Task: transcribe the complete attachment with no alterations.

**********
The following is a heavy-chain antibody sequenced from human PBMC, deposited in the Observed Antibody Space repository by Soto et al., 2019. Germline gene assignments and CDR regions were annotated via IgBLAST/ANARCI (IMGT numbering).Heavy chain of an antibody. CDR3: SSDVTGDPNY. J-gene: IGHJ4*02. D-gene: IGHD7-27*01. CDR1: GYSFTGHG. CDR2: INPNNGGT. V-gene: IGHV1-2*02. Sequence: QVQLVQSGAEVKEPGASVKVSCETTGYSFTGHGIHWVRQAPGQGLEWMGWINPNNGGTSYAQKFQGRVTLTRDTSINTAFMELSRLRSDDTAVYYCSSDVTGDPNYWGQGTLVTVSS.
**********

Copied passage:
The following is a heavy-chain antibody sequenced from human PBMC, deposited in the Observed Antibody Space repository by Soto et al., 2019. Germline gene assignments and CDR regions were annotated via IgBLAST/ANARCI (IMGT numbering).Heavy chain of an antibody. CDR3: SSDVTGDPNY. J-gene: IGHJ4*02. D-gene: IGHD7-27*01. CDR1: GYSFTGHG. CDR2: INPNNGGT. V-gene: IGHV1-2*02. Sequence: QVQLVQSGAEVKEPGASVKVSCETTGYSFTGHGIHWVRQAPGQGLEWMGWINPNNGGTSYAQKFQGRVTLTRDTSINTAFMELSRLRSDDTAVYYCSSDVTGDPNYWGQGTLVTVSS.